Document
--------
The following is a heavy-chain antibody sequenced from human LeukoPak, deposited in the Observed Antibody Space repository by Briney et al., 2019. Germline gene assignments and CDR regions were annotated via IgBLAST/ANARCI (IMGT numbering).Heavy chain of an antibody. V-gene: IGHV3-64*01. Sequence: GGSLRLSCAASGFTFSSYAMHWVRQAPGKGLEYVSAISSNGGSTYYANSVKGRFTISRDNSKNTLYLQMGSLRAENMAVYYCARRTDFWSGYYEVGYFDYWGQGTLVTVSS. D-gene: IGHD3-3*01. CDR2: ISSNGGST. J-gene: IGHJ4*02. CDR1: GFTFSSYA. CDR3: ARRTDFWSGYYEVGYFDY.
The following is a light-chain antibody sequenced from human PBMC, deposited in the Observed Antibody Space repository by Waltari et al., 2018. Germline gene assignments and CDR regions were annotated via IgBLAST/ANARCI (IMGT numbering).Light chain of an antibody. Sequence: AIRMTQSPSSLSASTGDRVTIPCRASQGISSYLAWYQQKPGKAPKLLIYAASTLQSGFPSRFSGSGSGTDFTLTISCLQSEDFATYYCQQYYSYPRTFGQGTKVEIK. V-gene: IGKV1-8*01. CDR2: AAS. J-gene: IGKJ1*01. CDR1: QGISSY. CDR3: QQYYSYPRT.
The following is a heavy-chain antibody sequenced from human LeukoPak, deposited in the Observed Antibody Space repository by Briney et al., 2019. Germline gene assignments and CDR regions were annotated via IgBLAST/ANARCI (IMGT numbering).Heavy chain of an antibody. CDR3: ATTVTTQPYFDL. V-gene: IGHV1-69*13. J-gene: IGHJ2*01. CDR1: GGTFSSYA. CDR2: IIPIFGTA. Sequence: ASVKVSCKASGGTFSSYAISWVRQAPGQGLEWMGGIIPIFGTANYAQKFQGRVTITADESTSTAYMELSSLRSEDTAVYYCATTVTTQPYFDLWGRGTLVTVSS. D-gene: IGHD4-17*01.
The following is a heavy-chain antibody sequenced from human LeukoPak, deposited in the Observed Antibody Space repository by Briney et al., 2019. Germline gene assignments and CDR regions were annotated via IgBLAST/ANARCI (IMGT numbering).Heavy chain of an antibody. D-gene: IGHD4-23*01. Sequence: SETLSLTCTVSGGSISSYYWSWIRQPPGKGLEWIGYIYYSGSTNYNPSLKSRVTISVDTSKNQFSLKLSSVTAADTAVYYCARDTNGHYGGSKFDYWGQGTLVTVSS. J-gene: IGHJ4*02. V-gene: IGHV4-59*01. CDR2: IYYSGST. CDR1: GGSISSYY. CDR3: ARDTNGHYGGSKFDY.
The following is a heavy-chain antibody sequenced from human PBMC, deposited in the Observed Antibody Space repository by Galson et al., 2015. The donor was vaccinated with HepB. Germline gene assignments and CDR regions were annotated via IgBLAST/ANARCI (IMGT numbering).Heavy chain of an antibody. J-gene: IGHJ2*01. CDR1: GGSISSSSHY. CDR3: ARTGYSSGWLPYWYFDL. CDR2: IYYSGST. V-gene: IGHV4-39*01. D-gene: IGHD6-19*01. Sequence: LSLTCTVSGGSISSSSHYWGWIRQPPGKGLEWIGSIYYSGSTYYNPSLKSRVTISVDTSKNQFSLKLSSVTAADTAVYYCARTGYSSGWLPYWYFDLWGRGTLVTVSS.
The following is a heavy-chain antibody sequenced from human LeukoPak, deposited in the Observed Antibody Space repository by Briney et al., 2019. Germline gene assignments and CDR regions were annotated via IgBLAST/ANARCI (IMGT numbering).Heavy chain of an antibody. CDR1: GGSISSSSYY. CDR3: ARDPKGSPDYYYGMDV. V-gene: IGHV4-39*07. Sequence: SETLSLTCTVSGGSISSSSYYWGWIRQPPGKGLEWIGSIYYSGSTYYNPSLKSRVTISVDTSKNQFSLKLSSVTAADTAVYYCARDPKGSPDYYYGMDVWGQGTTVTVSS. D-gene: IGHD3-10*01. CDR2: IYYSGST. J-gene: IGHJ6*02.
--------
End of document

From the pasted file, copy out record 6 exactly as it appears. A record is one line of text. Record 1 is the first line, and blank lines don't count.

The following is a heavy-chain antibody sequenced from human LeukoPak, deposited in the Observed Antibody Space repository by Briney et al., 2019. Germline gene assignments and CDR regions were annotated via IgBLAST/ANARCI (IMGT numbering).Heavy chain of an antibody. CDR1: GGSISSSSYY. CDR3: ARDPKGSPDYYYGMDV. V-gene: IGHV4-39*07. Sequence: SETLSLTCTVSGGSISSSSYYWGWIRQPPGKGLEWIGSIYYSGSTYYNPSLKSRVTISVDTSKNQFSLKLSSVTAADTAVYYCARDPKGSPDYYYGMDVWGQGTTVTVSS. D-gene: IGHD3-10*01. CDR2: IYYSGST. J-gene: IGHJ6*02.